It looks as though big Pharma is still up to one of its most disturbing practices: not publishing or making public studies that show that its products might be ineffective. As described by my colleague Peter Parry later in this post, we had thought this problem was successfully addressed back in 2010.
And do not think this problem is unique to psychiatric medications.
Of course, as I have pointed out several times in this blog, recruitment and assessment of subjects for many research studies these days has become so warped by financial incentives that many of the studies, published or not, are not worth the paper they are printed on to begin with.
And some studies are purposely designed to mislead readers into believing that certain generic drugs, particularly antidepressants, are not effective when in fact, when used properly for the right patients, they are among the most effective drugs in all of medicine. But that's a 'hole 'nuther issue.
To get back to the issue at hand:
From Medscape, 10/29/13:
Previous studies have shown that published trials contain less than half of the patient-outcomes data contained in company-controlled documents.
Dr. Jones and colleagues from the University of North Carolina, Chapel Hill, conducted a cross-sectional analysis of trials that had at least 500 participants and had been prospectively registered with Clinical Trials.gov and completed before January 2009.
Their analysis included 585 registered trials, 171 of which (29%) remained unpublished. These unpublished studies included nearly 300,000 participants.
"By focusing our investigation on studies with at least 500 participants, we greatly limited the possibility that non-publication of trials in this cohort was due to rejection of manuscripts by journals or a lack of time or interest on the part of investigators or sponsors," the authors write.
The non-publication rate was 32% for industry-funded trials and 18% for those without industry funding (P = .003), and 78% of the unpublished trials also had no reported data in ClinicalTrials.gov.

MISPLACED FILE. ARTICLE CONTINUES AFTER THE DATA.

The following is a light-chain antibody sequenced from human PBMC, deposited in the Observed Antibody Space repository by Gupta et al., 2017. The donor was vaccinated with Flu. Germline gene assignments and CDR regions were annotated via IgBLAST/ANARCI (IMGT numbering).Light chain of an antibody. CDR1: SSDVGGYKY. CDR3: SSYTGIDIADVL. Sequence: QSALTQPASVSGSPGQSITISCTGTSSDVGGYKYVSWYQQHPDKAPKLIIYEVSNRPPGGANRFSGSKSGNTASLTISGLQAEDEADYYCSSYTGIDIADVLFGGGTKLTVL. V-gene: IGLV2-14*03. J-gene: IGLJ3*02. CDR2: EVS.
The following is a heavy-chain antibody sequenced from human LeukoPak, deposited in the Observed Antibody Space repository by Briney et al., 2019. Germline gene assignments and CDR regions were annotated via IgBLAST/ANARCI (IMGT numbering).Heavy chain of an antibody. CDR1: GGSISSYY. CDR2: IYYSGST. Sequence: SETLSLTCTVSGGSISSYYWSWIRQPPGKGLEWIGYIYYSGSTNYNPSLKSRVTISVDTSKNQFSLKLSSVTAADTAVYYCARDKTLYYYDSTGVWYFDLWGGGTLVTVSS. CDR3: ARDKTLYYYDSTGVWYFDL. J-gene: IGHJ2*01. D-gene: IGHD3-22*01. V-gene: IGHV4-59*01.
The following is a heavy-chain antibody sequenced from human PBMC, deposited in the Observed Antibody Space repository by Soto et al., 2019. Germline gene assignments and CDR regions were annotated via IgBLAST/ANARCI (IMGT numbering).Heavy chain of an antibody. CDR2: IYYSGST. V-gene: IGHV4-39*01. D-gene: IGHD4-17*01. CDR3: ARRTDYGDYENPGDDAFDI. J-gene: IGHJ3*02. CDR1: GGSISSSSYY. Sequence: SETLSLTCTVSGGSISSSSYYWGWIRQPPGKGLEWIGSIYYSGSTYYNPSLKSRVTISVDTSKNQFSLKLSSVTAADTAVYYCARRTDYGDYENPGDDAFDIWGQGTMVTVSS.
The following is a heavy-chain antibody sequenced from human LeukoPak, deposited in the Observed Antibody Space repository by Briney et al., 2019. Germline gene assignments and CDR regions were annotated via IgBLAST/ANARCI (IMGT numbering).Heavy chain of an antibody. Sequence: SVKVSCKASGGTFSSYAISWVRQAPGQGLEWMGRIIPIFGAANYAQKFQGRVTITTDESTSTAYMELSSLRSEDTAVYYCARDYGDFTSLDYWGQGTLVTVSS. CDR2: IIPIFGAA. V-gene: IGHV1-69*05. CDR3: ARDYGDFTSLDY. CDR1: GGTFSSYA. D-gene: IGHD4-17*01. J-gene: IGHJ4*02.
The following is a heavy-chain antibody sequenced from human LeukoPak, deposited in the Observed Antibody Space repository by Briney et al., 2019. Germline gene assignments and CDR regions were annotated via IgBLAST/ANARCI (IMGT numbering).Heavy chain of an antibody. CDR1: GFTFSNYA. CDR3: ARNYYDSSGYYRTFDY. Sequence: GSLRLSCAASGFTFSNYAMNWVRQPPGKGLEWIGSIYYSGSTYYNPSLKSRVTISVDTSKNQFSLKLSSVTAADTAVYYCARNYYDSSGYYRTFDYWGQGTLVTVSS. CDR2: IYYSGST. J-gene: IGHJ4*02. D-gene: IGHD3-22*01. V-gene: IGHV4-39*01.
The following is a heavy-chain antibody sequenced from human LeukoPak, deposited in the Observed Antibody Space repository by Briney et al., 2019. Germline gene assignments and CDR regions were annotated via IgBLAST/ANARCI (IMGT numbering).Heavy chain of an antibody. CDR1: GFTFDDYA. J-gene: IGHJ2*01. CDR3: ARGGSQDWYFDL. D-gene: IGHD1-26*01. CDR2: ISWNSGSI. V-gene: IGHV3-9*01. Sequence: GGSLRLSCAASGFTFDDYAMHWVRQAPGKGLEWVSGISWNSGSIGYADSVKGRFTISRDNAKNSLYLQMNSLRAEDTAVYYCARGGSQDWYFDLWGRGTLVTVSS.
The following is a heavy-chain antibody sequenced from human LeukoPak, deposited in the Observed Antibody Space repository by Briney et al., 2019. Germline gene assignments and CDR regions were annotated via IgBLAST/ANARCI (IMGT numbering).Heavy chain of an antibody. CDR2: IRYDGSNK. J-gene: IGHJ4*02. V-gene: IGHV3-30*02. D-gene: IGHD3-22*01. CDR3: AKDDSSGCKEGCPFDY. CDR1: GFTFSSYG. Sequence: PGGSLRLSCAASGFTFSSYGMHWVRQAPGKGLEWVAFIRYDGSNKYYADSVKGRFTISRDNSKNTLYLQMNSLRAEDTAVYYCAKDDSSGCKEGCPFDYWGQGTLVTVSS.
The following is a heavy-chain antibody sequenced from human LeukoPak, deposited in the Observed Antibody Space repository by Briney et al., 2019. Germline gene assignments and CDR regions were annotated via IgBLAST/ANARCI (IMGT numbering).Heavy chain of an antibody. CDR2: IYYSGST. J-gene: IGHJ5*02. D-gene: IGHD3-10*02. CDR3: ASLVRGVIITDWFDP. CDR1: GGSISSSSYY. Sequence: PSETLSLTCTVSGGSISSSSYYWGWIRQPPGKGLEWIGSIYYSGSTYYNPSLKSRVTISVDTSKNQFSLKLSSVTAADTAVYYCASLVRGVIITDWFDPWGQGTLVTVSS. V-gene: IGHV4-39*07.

From Peter Parry (on the webpage TheConversation.Edu.Au):
|Dr. Peter Parry|
A colleague and I assessed such documents about psychiatric medications from five pharmaceutical companies. The papers suggested widespread overstatement of benefits and understatement of adverse effects. Other researchers have found similar problems with different drugs.
The AllTrials initiative aims to make the (de-identified) results and methodology of drug trials available to independent researchers so journals can publish in-depth articles based on all of the full data.
In 11 months, the campaign’s petition has gathered over 59,000 individual signatories and over 400 medical and health-care organizations. These include many British medical colleges and learned academic medical science institutions, such as the Cochrane Collaboration and the British National Institute for Health and Clinical Excellence (NICE).
Although the campaign is progressing slower outside the United Kingdom, it is managing to get some traction internationally.
The World Association of Medical Editors (WAME), the South African Medical Research Council and the Canadian Agency for Drugs and Technology in Health have signed.
Maybe there is still hope this problem can be rectified.